But then they remembered why the people had fallen into exile. They didn't just lose battles against the Babylonians; they had fallen away from God, and now had lost the source of the protection and power.
The fact is that the people had been too well off. They thought they didn't need God. They thought they had everything. They didn't need to be restricted by the Jewish Law. They could join the festivals of their pagan neighbors. The pagans made a religion out of practices that the Law defined as immoral. Many of the Jews turned away from God. And now He was not there.
God allowed the King of the Babylonians, Nebuchadnezzar, to conquer Jerusalem and bring all those who remained alive to Babylon. There was no hope for escape. The Jews no longer had an army, they were out numbered. They were broken. They were slaves. Revolt against the Babylonians to regain their freedom was impossible.
But the Jews in exile prayed to God. They repented and promised to continue to reform, and God found a way to do the impossible. He did this through Cyrus, the King of the Medes and Persians. Cyrus led his armies against the Babylonians and defeated them in 530 BC. One of his first acts was the Edict of Cyrus that sent all prisoners and foreigners back to their homelands. He even sent money to Jerusalem so that the Jewish people could rebuild their Temple. That's why Isaiah the prophet speaks about Cyrus as the anointed one of the Lord, chosen by the Lord to deliver his people from the Babylonians. I have called you by name and given you a title even though you knew me not." You realize that Cyrus was not Jewish, he was a pagan.
Now if God could use a pagan king like Cyrus to accomplish his work, how much more can he use us, the people to whom he has entrusted his Spirit? That's why St. Paul tells the Thessalonians in the second reading: we preach not with words but with power, carried out in the Holy Spirit. We preach with complete conviction, because God acts through us.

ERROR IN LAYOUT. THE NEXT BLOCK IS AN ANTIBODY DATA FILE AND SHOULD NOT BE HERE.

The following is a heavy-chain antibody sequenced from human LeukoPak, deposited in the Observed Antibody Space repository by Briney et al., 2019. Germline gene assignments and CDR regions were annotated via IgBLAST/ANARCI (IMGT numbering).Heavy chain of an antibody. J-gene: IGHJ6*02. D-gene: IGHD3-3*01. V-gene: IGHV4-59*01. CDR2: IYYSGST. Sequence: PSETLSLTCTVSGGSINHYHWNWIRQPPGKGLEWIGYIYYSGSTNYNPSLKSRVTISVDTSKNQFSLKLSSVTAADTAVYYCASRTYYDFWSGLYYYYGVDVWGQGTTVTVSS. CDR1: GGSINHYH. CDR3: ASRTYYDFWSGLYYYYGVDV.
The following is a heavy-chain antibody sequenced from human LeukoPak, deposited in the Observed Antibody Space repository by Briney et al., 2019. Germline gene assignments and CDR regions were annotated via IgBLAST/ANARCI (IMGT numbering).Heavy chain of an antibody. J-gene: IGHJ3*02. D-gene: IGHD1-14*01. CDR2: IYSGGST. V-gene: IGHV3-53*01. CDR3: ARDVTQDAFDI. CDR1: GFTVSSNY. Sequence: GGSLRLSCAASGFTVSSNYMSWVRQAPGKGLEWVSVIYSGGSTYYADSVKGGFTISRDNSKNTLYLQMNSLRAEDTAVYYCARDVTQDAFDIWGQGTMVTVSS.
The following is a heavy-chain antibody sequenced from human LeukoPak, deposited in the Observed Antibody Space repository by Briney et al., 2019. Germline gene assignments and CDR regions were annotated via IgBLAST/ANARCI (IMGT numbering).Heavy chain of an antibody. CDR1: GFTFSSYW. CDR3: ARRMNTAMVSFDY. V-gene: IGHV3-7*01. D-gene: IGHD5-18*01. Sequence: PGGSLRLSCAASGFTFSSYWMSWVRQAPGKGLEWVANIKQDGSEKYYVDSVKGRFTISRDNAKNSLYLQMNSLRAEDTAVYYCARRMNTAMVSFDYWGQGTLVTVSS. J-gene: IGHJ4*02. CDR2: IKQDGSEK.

The Holy Spirit works through us. We lead others to Christ. How? Well, we embrace our convictions with enthusiasm. I think one of the reasons why society loves taking shots at the Catholic Church is because in the middle of a world that vacillates on every principle to such a degree that it is questionable if there are any principles at all, there stands the Catholic Church.
We refuse to back down on the sacredness of marriage. We refuse to back down on the sanctity of life. We refuse to back down on the sacred nature of sexuality. All of this and so much more makes the Church tremendously appealing to people of good will who want more from life than its material trappings. We know who we are. And that is attractive to those who do not want to wander aimlessly through life.
That is the Power of the Gospel. The Power of the Gospel was so evident in Ignatius of Antioch. Ignatius was the bishop of the second largest city in the Roman Empire. Antioch was the place where the term Christian was first used for the followers of Jesus. Fifty years later Ignatius would be chosen to be bishop of Antioch. He was the first to use the term Catholic to describe the universality of the Church and the term Eucharist to describe the thanksgiving which is at the heart of the Gift of the Last Supper. Ignatius knew that Christianity would survive the attacks of the pagans. He trusted in the Power of the Gospel, even when he was arrested and sent to martyrdom in Rome.
The power of the Gospel is manifest among us have the determination to live our convictions. We stand up for our faith and our way of life. We are not concerned if we are they only ones who make time for family prayer. We are determined Christians. That is the Power of the Gospel.
God used a pagan, Cyrus, and returned his people from exile. God uses us, the people who share his life and his Spirit, to return the world to its natural state of union with its Creator. He has anointed us, just as he anointed Cyrus, to deliver his people from a meaningless existence. May we have the courage to be Christian ■
 Sunday 19th October, 2008, 29th Sunday in Ordinary Time. Readings: Isaiah 45:1, 4-6. Give the Lord Glory and honor; Ps 95(96):1, 3-5, 7-10. 1 Thessalonians 1:1-5. Matthew 22:15-21. [Ss John de Brebeuf, Isaac Jogues & Cc.; St Paul of the Cross].
 The ancient historians Ctesias and Plutarch noted that Cyrus was named from Kuros, the sun, a concept which has been interpreted as meaning "like the sun," by noting its relation to the Persian noun for sun, khor, while using -vash as a suffix of likeness.
 St. Ignatius is claimed to be the first known Christian writer to argue in favor of Christianity's replacement of the Sabbath with the Lord's Day: “Be not seduced by strange doctrines nor by antiquated fables, which are profitless. For if even unto this day we live after the manner of Judaism, we avow that we have not received grace.... If then those who had walked in ancient practices attained unto newness of hope, no longer observing Sabbaths but fashioning their lives after the Lord's day, on which our life also arose through Him and through His death which some men deny ... how shall we be able to live apart from Him? ... It is monstrous to talk of Jesus Christ and to practise Judaism. For Christianity did not believe in Judaism, but Judaism in Christianity — Ignatius to the Magnesians 8:1, 9:1-2, 10:3.